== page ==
By Richard Chambers | October 2, 2012
Back in 2009, I blogged on the fact that many audit committees expected internal audit to help them avoid surprises. I concluded that whether it was fair or not, it was an expectation we needed to recognize. Since then, risks have become more dynamic and unpredictable. Given the environment in which new risks emerge from seemingly nowhere, it shouldn’t surprise us that “no surprises” is still an expectation.
Internal auditors have become increasingly effective in assessing traditional risks; however, the ability to identify and assess emerging risks presents new challenges and requires even greater proficiency. Emerging risks are the newly developing risks that cannot yet be fully assessed but that could, in the near future, affect the viability of our organizations’ strategies and business models. These risks have no track record, so despite the fact that our risk assessment techniques are becoming more sophisticated each year, new and emerging risks are still the most difficult risks for us to identify and quantify.
Too often, traditional risk assessment techniques can miss these risks completely. Even the biggest game-changing risks can be hard to spot until after they have resulted in disastrous consequences. A decade or two ago, regulations such as the U.S. Foreign Corrupt Practices Act or the more recently enacted U.K. Bribery Act were largely ignored by most audit groups. Risks involving cloud computing were not yet even being contemplated. There was no global liquidity crisis, and relatively few city governments were in severe financial distress. Organizations that were not positioned to respond rapidly to these changing conditions often were destined to pay a high price for the oversight.
It might seem that because emerging risks can have such a devastating impact, management of these risks would receive significant attention and resources from management. In reality, the opposite often is true: Emerging risks are the ones not yet on management’s radar, and there can be a natural tendency to avoid dealing with risks that have not yet materialized. When we are fully involved in addressing today’s problems, it is tempting to ignore the problems of the future: As the old saying has it, “Do not worry about tomorrow, for tomorrow never comes.” In reality, however, tomorrow really will come, and it is the ability to predict problems before they happen that audit committees most value in chief audit executives. We not only need to worry about tomorrow, but we also need to develop a keen understanding of what might happen tomorrow even in relatively unlikely scenarios.
Emerging risks can arise from any direction — internal or external to the enterprise — so “no surprises” means that internal audit must have broad peripheral vision to anticipate risks from new or unexpected sources. Identifying and assessing these risks requires us to think creatively. Merely updating last year’s risk assessment simply won’t do: We must truly look at the organization’s goals, objectives, and operations with a fresh eye, constantly asking, “What could keep us from accomplishing this as intended?”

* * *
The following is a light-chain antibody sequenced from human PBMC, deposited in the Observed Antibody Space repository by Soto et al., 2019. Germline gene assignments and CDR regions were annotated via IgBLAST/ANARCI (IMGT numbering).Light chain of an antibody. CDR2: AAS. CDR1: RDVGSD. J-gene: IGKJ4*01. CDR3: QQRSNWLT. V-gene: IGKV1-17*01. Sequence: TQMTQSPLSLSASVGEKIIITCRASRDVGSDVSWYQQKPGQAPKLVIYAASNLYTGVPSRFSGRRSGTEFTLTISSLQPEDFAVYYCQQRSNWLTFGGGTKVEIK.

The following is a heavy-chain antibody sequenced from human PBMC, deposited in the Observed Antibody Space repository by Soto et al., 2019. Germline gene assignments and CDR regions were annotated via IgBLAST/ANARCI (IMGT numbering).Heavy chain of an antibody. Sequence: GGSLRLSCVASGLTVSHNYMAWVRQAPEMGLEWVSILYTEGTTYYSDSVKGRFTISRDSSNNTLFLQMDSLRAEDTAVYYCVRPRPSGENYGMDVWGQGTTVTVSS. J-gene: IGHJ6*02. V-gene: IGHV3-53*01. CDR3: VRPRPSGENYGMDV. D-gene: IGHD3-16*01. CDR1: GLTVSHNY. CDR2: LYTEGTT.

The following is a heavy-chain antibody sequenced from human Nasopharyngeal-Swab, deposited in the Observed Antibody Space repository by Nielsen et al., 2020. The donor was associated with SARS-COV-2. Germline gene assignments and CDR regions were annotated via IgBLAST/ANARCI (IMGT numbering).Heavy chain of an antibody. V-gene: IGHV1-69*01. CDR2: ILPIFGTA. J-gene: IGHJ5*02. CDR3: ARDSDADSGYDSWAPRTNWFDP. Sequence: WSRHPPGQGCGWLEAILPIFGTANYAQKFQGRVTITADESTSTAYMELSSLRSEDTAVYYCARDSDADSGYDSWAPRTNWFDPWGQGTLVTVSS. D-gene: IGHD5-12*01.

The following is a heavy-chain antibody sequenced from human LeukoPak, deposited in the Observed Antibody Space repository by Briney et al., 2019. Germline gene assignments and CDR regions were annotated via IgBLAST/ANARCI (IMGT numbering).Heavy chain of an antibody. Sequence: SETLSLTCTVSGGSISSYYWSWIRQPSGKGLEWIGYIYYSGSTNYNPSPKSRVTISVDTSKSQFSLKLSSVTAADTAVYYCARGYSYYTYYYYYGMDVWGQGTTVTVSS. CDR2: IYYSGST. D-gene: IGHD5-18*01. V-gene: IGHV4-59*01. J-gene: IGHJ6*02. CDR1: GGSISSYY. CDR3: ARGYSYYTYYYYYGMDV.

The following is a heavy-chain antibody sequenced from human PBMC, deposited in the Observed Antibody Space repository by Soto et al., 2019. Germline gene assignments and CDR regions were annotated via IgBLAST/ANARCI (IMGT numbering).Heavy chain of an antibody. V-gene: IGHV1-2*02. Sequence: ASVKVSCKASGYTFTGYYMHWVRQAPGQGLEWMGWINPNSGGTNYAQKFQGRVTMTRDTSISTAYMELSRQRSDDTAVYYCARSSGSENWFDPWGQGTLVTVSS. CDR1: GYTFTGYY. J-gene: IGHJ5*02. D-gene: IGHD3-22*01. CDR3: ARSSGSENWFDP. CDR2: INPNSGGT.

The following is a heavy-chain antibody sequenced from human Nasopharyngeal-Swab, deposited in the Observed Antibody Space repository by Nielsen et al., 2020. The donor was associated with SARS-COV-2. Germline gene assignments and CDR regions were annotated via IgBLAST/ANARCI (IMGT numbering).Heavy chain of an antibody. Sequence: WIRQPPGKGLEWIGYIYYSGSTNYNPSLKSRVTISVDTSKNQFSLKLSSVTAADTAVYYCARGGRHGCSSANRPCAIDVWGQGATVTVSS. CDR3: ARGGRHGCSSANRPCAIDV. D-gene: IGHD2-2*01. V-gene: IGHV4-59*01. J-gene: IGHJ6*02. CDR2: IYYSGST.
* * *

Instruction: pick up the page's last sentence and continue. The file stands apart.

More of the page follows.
Often internal auditors try to assess emerging risks using “risk assessment by walking around” techniques, in which we ask management what it sees as its new risks. But while the technique can be highly effective in identifying ongoing internal risks, management is all too likely to be blind-sided about risks arising outside the organization. Is a potential new competitor planning to enter our markets? Might a geo-political development or environmental disaster strike a key supplier or customer? Understanding and predicting such potentially game-changing events necessitates heightened awareness of changing conditions. We need to be able to assess the potential impacts and the interconnectedness with other risks even before the risk has fully materialized.
The job is not an easy one. We must become students of the global economic and geo-political environment and stay informed about industry trends and the regulatory landscape. We must know what drives corporate performance and understand the factors that might hinder accomplishment of goals. We must develop better risk analytics, and we must evaluate how emerging risks are incorporated into strategic plans. We must be able to look into the crystal ball of “what if” scenarios and spot potential opportunities before they have passed us by, because the only way to assure our audit committees receive no surprises is to keep them informed of potential events even before they take place.